Deep frozen berries are better thoroughly cooked before consumption
The high responsibility that comes with catering in community institutions was underscored by a case of acute diarrhoea with vomiting in kindergarten and school children in 2012. A total of almost 11,000 cases of illness were reported as part of what has so far been the largest food-borne outbreak of gastroenteritis in Germany. According to the finding of the investigations conducted by the federal government and the federal states, deep-frozen strawberries of a specific batch contaminated with norovirus caused the outbreak. The berries had been prepared for consumption in various industrial kitchens. “This outbreak has shown that the consumption of deep-frozen berries can make you ill, if they are not or only insufficiently heated before they are eaten”, says Professor Dr. Dr. Andreas Hensel, President of the Federal Institute for Risk Assessment (BfR). The BfR has therefore updated its leaflet “Safe Food” including recommendations for certain institutional catering facilities in order to draw attention to the issue.
Data published in recent years show clearly that norovirus occur on deep-frozen berries and that they can cause outbreaks of illness. Laboratory detection of norovirus in the batch of deep-frozen strawberries that caused the outbreak in autumn 2012 has now also confirmed this insight for Germany.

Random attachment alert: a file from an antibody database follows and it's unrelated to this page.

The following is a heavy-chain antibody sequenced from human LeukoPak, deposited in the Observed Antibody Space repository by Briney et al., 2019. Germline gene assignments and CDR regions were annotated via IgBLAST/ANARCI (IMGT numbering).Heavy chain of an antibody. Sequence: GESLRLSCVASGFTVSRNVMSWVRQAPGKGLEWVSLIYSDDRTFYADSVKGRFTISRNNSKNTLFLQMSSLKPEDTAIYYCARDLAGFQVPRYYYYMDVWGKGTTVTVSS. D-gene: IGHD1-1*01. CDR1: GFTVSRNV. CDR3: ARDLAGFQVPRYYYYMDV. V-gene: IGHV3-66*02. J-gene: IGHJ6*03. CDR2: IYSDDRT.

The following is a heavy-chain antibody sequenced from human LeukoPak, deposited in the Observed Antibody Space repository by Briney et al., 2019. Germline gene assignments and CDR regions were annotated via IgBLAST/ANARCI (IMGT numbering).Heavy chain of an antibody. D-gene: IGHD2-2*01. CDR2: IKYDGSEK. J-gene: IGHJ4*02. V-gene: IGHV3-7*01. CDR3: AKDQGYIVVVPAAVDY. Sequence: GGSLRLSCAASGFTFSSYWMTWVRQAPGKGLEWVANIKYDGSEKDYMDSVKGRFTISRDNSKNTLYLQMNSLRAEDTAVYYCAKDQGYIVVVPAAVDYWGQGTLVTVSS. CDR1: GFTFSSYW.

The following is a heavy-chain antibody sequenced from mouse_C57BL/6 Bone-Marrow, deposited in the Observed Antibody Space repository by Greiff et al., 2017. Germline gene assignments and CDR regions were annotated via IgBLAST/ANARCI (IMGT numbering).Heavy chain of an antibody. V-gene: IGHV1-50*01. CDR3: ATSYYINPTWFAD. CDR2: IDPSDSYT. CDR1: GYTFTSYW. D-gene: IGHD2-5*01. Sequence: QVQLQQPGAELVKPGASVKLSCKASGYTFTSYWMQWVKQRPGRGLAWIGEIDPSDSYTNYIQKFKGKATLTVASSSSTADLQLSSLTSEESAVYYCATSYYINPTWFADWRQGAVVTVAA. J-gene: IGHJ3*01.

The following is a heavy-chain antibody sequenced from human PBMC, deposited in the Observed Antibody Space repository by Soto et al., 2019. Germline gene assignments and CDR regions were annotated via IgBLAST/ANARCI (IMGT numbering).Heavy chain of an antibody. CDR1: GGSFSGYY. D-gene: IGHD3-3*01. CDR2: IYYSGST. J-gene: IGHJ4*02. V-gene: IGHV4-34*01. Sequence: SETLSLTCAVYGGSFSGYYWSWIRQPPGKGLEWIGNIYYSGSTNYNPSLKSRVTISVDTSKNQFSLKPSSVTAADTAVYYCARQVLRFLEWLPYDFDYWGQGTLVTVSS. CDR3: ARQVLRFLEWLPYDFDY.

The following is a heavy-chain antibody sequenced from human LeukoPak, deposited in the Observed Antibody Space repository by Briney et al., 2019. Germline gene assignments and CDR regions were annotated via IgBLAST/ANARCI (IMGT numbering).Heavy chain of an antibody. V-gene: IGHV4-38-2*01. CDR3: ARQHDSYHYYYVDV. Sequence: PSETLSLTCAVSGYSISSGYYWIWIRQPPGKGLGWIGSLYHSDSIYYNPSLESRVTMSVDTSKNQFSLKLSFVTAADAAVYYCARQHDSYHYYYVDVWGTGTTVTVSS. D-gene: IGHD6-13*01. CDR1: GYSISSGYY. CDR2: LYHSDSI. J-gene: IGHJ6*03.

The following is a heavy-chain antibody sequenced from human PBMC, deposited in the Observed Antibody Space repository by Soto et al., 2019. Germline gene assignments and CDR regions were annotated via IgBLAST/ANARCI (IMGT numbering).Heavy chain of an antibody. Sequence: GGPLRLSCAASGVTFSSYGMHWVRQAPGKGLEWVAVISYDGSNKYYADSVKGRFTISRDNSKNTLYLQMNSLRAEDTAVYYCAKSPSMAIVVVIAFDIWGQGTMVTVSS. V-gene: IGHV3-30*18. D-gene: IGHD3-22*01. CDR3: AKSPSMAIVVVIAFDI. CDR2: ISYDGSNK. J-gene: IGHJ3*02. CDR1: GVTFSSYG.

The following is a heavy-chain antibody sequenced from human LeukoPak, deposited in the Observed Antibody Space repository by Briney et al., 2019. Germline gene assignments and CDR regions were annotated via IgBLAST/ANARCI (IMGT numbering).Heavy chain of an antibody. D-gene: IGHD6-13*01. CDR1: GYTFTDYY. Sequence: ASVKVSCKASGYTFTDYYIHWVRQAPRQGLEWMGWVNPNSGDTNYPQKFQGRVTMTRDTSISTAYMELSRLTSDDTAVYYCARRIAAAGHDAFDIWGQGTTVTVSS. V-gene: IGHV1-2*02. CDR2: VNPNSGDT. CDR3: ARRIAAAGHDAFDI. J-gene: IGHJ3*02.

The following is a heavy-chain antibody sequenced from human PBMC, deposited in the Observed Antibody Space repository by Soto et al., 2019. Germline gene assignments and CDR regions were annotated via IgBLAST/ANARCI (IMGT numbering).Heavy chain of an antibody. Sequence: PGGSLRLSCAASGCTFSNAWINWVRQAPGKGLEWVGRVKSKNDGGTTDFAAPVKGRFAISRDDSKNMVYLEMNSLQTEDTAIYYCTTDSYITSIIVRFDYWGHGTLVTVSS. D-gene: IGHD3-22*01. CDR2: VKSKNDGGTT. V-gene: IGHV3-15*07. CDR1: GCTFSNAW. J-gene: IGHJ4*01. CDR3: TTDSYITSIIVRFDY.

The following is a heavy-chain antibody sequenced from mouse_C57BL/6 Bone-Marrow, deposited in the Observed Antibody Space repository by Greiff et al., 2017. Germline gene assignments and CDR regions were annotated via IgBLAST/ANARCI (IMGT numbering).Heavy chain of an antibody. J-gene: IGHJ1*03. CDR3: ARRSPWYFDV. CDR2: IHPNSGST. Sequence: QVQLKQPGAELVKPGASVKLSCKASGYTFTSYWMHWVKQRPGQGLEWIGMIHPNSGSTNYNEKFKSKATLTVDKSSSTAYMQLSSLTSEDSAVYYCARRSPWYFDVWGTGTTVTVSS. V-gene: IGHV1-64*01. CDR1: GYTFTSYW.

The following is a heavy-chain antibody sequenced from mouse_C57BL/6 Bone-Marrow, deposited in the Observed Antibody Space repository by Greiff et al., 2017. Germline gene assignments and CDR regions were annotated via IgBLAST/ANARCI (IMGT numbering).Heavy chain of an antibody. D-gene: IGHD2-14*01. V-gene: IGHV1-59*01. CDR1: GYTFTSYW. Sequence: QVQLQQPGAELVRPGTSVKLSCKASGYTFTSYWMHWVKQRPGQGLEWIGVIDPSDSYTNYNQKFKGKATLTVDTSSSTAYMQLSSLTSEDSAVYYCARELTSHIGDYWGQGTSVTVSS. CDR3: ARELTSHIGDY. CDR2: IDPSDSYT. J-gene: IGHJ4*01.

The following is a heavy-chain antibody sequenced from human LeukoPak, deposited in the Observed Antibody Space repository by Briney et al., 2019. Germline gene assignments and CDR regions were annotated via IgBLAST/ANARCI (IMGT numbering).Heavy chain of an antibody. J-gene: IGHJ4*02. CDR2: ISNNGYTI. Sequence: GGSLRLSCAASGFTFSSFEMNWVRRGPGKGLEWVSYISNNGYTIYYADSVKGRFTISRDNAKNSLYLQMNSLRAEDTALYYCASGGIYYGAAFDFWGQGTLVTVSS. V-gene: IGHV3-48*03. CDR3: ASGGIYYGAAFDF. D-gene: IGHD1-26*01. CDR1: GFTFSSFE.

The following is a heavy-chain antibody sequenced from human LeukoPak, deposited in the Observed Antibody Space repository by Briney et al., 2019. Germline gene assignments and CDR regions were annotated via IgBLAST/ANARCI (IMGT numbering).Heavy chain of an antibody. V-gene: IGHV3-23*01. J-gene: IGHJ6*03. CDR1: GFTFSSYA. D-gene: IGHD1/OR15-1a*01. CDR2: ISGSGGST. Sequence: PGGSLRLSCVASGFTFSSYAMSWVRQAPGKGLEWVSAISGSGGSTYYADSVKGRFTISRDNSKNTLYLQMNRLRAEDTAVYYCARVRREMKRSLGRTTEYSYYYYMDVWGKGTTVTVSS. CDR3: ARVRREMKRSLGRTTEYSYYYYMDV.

Berries can come into contact with norovirus at different points of their production, for example through improper irrigation or fertilisation. In addition, persons infected with norovirus can spread the virus to the berries during the harvest or packaging. In the case of deep-frozen berries, norovirus also comes into contact with the berries through contaminated water which is added as part of the freezing process.
Noroviruses cause acute diarrhoea with vomiting in humans of all age groups, with the illness leading to a considerable loss of fluids. For babies and young children as well as old and ill persons, the illness can be severe and end in death in some cases.
According to the current state of knowledge, it is to be assumed that a high risk of infection is posed not only by raw but also by briefly or unevenly heated dishes made from deep-frozen berries, if they are contaminated with norovirus. However, heating to a core temperature of over 90 °C seems sufficient to completely inactivate any viruses that may be present.
In consequence, the BfR has updated its leaflet “Safe food: especially vulnerable groups in community institutions” and recommends to refrain from serving deep-frozen berries to especially sensitive groups of persons in community institutions without sufficiently heating them beforehand. The target group of this leaflet are employees responsible for the catering services provided in such institutions. The information provided by the BfR is to help them comply with the legal requirements.
The updated leaflet can be downloaded free of charge from the homepage of the BfR where it can also be ordered via the shopping cart function: www.bfr.bund.de/de/publikationen.html
About the BfR
The Federal Institute for Risk Assessment (BfR) is a scientific institution within the portfolio of the Federal Ministry of Food, Agriculture and Consumer Protection (BMELV). It advises the Federal Government and Federal Laender on questions of food, chemical and product safety. The BfR conducts its own research on topics that are closely linked to its assessment tasks.